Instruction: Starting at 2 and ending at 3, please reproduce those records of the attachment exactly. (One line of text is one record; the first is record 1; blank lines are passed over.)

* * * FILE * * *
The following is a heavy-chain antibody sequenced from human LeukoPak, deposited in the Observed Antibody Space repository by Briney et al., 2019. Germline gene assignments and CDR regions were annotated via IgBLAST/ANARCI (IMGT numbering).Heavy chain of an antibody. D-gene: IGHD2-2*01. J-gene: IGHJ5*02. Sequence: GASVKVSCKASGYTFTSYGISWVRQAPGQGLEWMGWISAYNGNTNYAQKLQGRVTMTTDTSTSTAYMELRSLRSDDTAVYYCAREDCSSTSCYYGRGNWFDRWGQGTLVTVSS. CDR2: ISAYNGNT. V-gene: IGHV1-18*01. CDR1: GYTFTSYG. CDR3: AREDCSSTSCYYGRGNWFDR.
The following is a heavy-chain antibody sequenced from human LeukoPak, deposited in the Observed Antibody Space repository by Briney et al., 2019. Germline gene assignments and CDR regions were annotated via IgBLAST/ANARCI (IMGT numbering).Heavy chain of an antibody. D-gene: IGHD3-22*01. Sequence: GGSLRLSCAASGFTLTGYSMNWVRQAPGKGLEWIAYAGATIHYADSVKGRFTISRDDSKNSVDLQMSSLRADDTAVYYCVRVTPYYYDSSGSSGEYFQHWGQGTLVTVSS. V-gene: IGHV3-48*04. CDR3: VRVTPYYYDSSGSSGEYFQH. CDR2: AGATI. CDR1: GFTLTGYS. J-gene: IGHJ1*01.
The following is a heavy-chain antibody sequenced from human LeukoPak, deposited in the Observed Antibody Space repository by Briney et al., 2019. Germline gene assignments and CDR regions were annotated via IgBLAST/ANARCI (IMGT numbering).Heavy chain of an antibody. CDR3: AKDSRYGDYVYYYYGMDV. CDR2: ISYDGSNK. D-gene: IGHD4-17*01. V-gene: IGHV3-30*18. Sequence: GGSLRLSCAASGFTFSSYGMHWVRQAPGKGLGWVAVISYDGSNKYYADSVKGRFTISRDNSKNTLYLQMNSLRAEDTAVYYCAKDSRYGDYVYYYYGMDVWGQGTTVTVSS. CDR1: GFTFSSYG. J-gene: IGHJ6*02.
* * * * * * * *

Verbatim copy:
The following is a heavy-chain antibody sequenced from human LeukoPak, deposited in the Observed Antibody Space repository by Briney et al., 2019. Germline gene assignments and CDR regions were annotated via IgBLAST/ANARCI (IMGT numbering).Heavy chain of an antibody. D-gene: IGHD3-22*01. Sequence: GGSLRLSCAASGFTLTGYSMNWVRQAPGKGLEWIAYAGATIHYADSVKGRFTISRDDSKNSVDLQMSSLRADDTAVYYCVRVTPYYYDSSGSSGEYFQHWGQGTLVTVSS. V-gene: IGHV3-48*04. CDR3: VRVTPYYYDSSGSSGEYFQH. CDR2: AGATI. CDR1: GFTLTGYS. J-gene: IGHJ1*01.
The following is a heavy-chain antibody sequenced from human LeukoPak, deposited in the Observed Antibody Space repository by Briney et al., 2019. Germline gene assignments and CDR regions were annotated via IgBLAST/ANARCI (IMGT numbering).Heavy chain of an antibody. CDR3: AKDSRYGDYVYYYYGMDV. CDR2: ISYDGSNK. D-gene: IGHD4-17*01. V-gene: IGHV3-30*18. Sequence: GGSLRLSCAASGFTFSSYGMHWVRQAPGKGLGWVAVISYDGSNKYYADSVKGRFTISRDNSKNTLYLQMNSLRAEDTAVYYCAKDSRYGDYVYYYYGMDVWGQGTTVTVSS. CDR1: GFTFSSYG. J-gene: IGHJ6*02.